As any savvy HR pro knows, people don’t just work for money. Recognition, working conditions, PTO, retirement and all sorts of other benefits are in play. Put into everyday terms, in this competitive market candidates want a company that values them, looks after them, and offers a future.
One benefit that has been trending among the largest companies and is now gaining traction with SMBs is financial wellness.
More than three-quarters of working Americans live paycheck-to-paycheck. If there’s an emergency (and, eventually, there’s always an emergency) 44% couldn’t even come up with $400. For many employers, that presents an excellent opportunity to help. But how? Requests for payroll advances are difficult and time-consuming for HR or payroll to process and evaluate. Who gets the advance and who doesn’t? Raids on the 401(k) plan are counterproductive.
A financial wellness platform allows “helping” — with all of the accompanying benefits — to be cost effective and efficient, both for the employer and employee. All employees get the financial help they want, making their employment package more attractive and competitive. New hires are more engaged from the start and tend to stay longer.
And here’s the really good news. Research has shown that organizations with a robust financial wellness program tend to be more productive – employees are not spending company time on their personal financial problems – and report an average 3:1 return on their financial wellness investment. Employees also stay longer, are more engaged, less stressed and healthier. All of which is good for the bottom line.
“But wait,” as they say in the TV ads. “There’s more.”
Student loan benefit
One very practical financial wellness benefit with high appeal to many prospective new employees is help with their student loans. And it’s not just the millennials that need assistance. A recent Wall Street Journal article noted that $86 billion in student loan debt is owed by workers over 60 years of age. Some are even having their Social Security benefits garnished.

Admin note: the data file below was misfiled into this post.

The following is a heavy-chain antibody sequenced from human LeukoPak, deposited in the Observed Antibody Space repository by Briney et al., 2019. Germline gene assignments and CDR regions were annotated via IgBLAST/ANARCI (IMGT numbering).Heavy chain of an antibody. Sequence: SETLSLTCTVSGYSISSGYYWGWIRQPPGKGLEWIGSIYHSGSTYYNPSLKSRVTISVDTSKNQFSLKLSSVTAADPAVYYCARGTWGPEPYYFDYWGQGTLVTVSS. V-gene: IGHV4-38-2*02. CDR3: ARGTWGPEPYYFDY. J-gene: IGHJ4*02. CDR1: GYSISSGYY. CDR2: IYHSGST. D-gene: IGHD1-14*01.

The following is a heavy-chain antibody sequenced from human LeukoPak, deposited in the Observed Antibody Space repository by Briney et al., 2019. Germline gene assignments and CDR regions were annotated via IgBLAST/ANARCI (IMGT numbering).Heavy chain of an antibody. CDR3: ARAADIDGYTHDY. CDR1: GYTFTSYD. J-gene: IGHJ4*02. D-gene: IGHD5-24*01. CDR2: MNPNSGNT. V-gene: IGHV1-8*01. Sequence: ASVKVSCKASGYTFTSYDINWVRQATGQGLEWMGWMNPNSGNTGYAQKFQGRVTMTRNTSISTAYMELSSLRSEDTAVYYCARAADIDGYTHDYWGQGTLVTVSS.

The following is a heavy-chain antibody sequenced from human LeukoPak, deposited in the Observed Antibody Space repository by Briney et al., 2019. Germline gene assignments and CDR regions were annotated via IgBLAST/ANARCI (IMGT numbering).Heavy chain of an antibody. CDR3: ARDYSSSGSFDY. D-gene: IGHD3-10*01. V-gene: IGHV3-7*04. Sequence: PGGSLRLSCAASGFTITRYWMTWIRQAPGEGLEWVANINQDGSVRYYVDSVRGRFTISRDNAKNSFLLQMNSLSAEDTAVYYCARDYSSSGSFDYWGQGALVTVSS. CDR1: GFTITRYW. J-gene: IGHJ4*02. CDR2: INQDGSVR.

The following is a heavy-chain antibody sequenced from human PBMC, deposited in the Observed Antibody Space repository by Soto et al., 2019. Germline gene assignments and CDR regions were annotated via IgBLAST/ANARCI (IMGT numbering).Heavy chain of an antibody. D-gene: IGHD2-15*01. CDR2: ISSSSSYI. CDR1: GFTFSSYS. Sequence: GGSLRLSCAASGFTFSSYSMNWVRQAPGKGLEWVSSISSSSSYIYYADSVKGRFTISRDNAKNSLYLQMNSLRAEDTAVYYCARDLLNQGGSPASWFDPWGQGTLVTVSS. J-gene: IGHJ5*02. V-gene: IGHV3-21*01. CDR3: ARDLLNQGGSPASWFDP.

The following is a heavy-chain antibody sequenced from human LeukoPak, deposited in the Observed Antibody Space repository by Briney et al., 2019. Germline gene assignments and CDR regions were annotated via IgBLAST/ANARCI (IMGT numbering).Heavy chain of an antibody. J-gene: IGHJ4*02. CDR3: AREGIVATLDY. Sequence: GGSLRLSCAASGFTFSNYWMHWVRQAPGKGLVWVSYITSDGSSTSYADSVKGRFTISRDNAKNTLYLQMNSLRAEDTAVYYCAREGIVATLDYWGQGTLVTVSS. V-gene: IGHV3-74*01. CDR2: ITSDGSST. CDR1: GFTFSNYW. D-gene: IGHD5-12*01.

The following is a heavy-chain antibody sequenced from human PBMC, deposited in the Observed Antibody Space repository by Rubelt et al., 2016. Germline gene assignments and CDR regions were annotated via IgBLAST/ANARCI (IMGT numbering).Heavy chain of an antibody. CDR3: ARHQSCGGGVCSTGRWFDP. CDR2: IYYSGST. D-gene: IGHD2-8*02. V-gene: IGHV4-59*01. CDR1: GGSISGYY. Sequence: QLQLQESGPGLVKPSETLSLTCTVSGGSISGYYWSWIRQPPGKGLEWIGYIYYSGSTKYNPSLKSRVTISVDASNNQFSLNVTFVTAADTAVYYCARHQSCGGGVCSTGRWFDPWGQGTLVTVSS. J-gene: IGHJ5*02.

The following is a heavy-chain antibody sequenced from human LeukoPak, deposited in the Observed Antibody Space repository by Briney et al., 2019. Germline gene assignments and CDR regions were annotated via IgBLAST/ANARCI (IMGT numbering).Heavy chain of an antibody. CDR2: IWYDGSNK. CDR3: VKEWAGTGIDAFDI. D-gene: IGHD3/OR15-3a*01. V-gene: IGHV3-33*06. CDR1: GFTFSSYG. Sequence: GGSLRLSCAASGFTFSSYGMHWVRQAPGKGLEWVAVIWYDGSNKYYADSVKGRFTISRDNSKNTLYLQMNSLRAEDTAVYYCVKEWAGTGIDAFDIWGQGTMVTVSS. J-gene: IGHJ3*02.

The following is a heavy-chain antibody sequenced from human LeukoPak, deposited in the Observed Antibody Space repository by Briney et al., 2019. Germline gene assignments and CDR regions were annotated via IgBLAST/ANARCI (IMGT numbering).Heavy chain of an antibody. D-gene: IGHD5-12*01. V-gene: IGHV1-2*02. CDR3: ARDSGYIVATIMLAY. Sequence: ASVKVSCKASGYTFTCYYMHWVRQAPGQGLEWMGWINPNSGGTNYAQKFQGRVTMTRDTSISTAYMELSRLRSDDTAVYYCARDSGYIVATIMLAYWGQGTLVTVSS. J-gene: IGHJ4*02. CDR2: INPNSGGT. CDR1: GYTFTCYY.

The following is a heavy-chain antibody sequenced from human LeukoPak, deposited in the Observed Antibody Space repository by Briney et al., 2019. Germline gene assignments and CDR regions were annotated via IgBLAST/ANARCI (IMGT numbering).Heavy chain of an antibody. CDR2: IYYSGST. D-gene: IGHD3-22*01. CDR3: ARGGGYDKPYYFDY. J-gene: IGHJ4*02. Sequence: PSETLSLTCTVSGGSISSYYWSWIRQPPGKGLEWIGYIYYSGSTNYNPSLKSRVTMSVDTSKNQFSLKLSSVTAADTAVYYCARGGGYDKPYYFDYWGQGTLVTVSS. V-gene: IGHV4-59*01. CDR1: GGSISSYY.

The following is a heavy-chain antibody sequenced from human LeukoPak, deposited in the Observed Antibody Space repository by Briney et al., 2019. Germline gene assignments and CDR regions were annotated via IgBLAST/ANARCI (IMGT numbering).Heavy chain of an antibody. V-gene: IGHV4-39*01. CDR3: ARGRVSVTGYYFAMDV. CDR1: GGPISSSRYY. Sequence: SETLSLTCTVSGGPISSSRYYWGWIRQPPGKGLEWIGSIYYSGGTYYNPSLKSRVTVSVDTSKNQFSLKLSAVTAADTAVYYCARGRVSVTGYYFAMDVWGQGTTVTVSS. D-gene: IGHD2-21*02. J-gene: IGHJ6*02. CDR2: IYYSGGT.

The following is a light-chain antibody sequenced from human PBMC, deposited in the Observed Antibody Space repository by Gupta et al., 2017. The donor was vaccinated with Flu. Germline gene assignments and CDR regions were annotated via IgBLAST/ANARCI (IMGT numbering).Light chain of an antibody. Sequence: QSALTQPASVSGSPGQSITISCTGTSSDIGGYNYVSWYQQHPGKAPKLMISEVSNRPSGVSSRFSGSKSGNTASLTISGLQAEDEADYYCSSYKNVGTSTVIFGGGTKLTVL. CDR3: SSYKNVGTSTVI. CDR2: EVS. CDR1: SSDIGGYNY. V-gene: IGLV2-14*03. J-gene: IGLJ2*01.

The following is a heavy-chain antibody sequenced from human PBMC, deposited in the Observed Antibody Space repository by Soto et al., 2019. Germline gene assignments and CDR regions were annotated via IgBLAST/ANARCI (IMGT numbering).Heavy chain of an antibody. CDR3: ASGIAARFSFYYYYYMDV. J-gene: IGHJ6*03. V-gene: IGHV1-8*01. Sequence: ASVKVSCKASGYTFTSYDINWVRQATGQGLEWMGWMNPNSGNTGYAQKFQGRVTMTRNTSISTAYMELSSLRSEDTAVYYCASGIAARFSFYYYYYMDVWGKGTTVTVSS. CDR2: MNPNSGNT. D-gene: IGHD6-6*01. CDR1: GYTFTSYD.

Financial wellness programs can enable employers to offer advice on lowering payments and extending terms, and in some cases, even cut the overall debt owed. Having a financial wellness platform already on board simplifies the process.
This works for both employee and employer. One survey found half of U.S. workers prefer student loan repayment benefits over extra paid time off. (Think: Increased productivity.) In addition, according to American Student Assistance, 86% of millennials say they would stay with an employer for at least five years if a student loan relief benefit was offered. (Think: Retention and engagement.)
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There are some 44 million Americans saddled with student loans, so the employee pool is huge. Recruiters who can add an attractive student loan benefit to their arsenal may find that they are attracting more of the best and brightest for longer.
Financial wellness is evolving
Financial wellness is continually evolving, just like any other employee benefit. As needs become apparent, platform providers will create solutions. These might include credit cards, insurances, banking, wage advance programs and student loan options. At the same time, providers must make the user interface as friendly and accessible as possible on all devices.
Employers can’t just implement a financial wellness platform and say, “We’ll, I’ve done my work here.” As the needs/solutions continuum evolves, the platform requires continual updating. Employees expect continuing education and reinforcement. Management must be forward looking.
MassMutual’s most recent Middle America Financial Security Study turned up some interesting facts. Almost half of Americans reported that they were not financially secure and over 60% said they were behind on preparing for retirement. Half said they wanted their employer to offer more resources to help then prioritize their finances and help educate them about saving for retirement. Younger workers, the millennials and GenXers, said that debt, including student loans, was their biggest financial problem.
As employers, we would be wise to listen to our employees, and potential employees, and seize the opportunities to provide them with the financial wellness benefits they desperately crave. It will allow them to be engaged workers who will stay longer, be more productive and less stressed. Employers gain increased productivity, lowered costs and healthier employees.
As many employers and employees have found, financial wellness is a win-win for everyone involved.